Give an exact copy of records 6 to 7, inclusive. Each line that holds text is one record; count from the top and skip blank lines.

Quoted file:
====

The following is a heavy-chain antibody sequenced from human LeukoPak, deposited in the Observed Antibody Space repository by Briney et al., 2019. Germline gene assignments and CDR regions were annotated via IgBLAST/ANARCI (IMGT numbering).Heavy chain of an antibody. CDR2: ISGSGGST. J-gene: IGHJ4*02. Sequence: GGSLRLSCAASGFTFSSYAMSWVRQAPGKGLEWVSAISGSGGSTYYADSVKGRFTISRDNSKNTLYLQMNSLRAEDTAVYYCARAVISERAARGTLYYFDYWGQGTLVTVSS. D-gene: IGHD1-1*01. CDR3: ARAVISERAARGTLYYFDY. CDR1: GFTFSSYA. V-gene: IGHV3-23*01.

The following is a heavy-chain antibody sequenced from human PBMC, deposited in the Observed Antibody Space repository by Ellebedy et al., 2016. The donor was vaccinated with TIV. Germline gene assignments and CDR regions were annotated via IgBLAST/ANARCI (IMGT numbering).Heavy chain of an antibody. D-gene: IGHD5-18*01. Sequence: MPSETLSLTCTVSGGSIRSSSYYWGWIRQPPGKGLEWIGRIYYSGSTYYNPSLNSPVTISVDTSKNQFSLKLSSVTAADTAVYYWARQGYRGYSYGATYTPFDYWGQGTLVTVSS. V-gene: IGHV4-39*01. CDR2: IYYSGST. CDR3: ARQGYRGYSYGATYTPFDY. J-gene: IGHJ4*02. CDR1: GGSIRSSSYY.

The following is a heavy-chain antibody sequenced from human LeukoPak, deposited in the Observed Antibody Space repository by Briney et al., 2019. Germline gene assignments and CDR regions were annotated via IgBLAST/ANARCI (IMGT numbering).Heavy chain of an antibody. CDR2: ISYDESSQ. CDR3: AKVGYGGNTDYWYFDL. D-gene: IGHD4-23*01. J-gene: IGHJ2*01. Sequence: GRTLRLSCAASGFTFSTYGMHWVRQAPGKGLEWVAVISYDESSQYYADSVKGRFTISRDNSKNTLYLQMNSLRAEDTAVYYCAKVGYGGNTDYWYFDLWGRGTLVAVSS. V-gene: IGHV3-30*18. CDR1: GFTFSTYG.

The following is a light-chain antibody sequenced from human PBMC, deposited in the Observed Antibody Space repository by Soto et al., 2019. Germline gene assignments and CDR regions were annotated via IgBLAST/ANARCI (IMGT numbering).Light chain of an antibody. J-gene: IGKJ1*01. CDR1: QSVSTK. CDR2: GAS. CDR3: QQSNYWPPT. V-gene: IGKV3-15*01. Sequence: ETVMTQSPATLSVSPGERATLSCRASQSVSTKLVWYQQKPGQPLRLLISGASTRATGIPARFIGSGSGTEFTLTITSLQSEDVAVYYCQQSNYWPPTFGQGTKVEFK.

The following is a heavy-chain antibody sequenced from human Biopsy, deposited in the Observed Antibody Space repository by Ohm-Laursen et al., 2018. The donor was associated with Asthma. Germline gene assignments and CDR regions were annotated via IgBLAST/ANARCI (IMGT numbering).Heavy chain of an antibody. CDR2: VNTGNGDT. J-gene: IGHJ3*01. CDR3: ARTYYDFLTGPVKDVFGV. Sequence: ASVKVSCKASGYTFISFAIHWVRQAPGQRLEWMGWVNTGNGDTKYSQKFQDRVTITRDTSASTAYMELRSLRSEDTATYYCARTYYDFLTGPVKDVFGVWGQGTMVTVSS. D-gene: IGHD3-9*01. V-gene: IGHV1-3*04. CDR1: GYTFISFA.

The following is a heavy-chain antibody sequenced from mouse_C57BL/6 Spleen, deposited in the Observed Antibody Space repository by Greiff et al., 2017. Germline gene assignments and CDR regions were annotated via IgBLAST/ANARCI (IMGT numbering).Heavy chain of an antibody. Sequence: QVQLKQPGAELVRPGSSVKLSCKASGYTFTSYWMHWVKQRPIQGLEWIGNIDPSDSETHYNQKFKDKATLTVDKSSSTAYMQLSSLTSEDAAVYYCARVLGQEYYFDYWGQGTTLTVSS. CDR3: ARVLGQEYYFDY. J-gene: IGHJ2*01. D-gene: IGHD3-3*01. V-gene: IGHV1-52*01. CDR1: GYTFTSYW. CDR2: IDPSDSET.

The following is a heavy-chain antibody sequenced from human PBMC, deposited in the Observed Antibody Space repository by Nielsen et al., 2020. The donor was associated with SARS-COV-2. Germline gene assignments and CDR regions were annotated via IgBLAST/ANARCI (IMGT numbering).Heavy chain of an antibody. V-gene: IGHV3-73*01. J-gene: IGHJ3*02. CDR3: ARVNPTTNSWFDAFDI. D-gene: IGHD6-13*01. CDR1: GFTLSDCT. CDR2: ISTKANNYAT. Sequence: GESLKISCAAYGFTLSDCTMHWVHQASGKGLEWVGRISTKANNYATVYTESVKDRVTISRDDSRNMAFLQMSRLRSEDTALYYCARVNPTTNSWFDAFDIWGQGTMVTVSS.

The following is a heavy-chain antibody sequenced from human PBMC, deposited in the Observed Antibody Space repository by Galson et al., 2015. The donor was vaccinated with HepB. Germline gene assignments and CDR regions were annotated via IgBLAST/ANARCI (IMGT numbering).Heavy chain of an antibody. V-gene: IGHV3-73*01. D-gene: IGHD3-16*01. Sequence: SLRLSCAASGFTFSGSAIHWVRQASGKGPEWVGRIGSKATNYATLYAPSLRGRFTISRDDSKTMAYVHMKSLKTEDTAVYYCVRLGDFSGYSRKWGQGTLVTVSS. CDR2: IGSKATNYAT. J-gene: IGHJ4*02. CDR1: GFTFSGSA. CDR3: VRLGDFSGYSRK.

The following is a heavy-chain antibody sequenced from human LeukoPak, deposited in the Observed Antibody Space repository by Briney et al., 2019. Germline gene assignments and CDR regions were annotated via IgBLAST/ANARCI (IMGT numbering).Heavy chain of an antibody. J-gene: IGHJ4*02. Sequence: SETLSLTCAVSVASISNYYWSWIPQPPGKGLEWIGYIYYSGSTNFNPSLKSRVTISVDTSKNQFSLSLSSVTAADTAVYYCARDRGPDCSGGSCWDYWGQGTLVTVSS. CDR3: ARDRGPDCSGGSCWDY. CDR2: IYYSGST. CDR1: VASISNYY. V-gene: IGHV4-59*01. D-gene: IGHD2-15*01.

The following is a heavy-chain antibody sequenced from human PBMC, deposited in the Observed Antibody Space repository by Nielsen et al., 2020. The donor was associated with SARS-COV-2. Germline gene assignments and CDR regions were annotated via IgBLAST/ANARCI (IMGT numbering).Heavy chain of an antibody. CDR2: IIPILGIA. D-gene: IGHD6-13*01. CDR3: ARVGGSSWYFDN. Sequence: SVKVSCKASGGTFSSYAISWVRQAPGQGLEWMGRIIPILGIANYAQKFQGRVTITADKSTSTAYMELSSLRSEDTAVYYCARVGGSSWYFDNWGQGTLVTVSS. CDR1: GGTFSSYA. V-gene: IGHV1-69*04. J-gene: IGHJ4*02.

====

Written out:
The following is a heavy-chain antibody sequenced from mouse_C57BL/6 Spleen, deposited in the Observed Antibody Space repository by Greiff et al., 2017. Germline gene assignments and CDR regions were annotated via IgBLAST/ANARCI (IMGT numbering).Heavy chain of an antibody. Sequence: QVQLKQPGAELVRPGSSVKLSCKASGYTFTSYWMHWVKQRPIQGLEWIGNIDPSDSETHYNQKFKDKATLTVDKSSSTAYMQLSSLTSEDAAVYYCARVLGQEYYFDYWGQGTTLTVSS. CDR3: ARVLGQEYYFDY. J-gene: IGHJ2*01. D-gene: IGHD3-3*01. V-gene: IGHV1-52*01. CDR1: GYTFTSYW. CDR2: IDPSDSET.

The following is a heavy-chain antibody sequenced from human PBMC, deposited in the Observed Antibody Space repository by Nielsen et al., 2020. The donor was associated with SARS-COV-2. Germline gene assignments and CDR regions were annotated via IgBLAST/ANARCI (IMGT numbering).Heavy chain of an antibody. V-gene: IGHV3-73*01. J-gene: IGHJ3*02. CDR3: ARVNPTTNSWFDAFDI. D-gene: IGHD6-13*01. CDR1: GFTLSDCT. CDR2: ISTKANNYAT. Sequence: GESLKISCAAYGFTLSDCTMHWVHQASGKGLEWVGRISTKANNYATVYTESVKDRVTISRDDSRNMAFLQMSRLRSEDTALYYCARVNPTTNSWFDAFDIWGQGTMVTVSS.